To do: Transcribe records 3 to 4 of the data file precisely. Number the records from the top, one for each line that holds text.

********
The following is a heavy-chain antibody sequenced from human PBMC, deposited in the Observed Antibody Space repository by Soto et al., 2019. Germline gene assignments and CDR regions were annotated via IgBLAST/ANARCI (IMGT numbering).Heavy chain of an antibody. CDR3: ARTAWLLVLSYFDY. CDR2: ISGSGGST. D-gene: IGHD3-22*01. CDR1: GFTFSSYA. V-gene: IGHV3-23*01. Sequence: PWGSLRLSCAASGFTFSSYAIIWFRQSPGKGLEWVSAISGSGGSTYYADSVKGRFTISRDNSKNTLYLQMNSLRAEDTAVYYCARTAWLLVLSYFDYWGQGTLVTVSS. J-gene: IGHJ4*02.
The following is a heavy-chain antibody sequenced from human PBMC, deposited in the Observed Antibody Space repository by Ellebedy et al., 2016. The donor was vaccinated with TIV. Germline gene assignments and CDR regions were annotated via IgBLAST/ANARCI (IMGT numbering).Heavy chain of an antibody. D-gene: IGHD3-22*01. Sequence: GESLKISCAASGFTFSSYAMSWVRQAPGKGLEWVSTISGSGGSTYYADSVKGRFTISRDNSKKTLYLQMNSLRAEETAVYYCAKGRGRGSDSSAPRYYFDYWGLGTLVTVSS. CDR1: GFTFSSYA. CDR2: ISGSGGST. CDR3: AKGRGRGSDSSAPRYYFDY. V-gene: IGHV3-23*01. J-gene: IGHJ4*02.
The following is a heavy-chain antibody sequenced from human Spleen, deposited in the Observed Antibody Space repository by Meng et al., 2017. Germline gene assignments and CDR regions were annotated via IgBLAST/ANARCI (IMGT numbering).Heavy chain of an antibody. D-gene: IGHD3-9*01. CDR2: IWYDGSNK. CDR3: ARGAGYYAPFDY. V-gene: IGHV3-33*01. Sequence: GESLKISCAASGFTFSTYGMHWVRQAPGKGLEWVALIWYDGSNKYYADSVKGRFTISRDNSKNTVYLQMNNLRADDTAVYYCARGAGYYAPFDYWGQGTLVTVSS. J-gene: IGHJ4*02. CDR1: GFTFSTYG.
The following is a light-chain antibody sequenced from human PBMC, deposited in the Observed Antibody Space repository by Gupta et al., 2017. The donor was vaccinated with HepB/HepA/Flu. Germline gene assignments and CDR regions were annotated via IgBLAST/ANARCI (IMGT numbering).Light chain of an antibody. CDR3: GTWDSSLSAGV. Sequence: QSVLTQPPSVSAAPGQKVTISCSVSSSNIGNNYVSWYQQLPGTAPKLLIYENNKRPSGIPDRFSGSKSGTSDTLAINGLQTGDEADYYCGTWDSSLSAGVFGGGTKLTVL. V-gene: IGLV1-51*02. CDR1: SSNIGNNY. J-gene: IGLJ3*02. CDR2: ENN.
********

The following is a heavy-chain antibody sequenced from human Spleen, deposited in the Observed Antibody Space repository by Meng et al., 2017. Germline gene assignments and CDR regions were annotated via IgBLAST/ANARCI (IMGT numbering).Heavy chain of an antibody. D-gene: IGHD3-9*01. CDR2: IWYDGSNK. CDR3: ARGAGYYAPFDY. V-gene: IGHV3-33*01. Sequence: GESLKISCAASGFTFSTYGMHWVRQAPGKGLEWVALIWYDGSNKYYADSVKGRFTISRDNSKNTVYLQMNNLRADDTAVYYCARGAGYYAPFDYWGQGTLVTVSS. J-gene: IGHJ4*02. CDR1: GFTFSTYG.
The following is a light-chain antibody sequenced from human PBMC, deposited in the Observed Antibody Space repository by Gupta et al., 2017. The donor was vaccinated with HepB/HepA/Flu. Germline gene assignments and CDR regions were annotated via IgBLAST/ANARCI (IMGT numbering).Light chain of an antibody. CDR3: GTWDSSLSAGV. Sequence: QSVLTQPPSVSAAPGQKVTISCSVSSSNIGNNYVSWYQQLPGTAPKLLIYENNKRPSGIPDRFSGSKSGTSDTLAINGLQTGDEADYYCGTWDSSLSAGVFGGGTKLTVL. V-gene: IGLV1-51*02. CDR1: SSNIGNNY. J-gene: IGLJ3*02. CDR2: ENN.